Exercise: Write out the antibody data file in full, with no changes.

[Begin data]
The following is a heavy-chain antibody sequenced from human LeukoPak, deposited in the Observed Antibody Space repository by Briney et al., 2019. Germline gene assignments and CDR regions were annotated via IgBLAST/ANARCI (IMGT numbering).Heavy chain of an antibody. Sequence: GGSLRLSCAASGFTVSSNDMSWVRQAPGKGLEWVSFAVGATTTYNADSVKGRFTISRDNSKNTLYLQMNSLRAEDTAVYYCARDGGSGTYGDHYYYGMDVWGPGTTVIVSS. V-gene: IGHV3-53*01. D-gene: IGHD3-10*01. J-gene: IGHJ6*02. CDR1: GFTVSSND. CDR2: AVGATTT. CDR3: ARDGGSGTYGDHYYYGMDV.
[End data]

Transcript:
The following is a heavy-chain antibody sequenced from human LeukoPak, deposited in the Observed Antibody Space repository by Briney et al., 2019. Germline gene assignments and CDR regions were annotated via IgBLAST/ANARCI (IMGT numbering).Heavy chain of an antibody. Sequence: GGSLRLSCAASGFTVSSNDMSWVRQAPGKGLEWVSFAVGATTTYNADSVKGRFTISRDNSKNTLYLQMNSLRAEDTAVYYCARDGGSGTYGDHYYYGMDVWGPGTTVIVSS. V-gene: IGHV3-53*01. D-gene: IGHD3-10*01. J-gene: IGHJ6*02. CDR1: GFTVSSND. CDR2: AVGATTT. CDR3: ARDGGSGTYGDHYYYGMDV.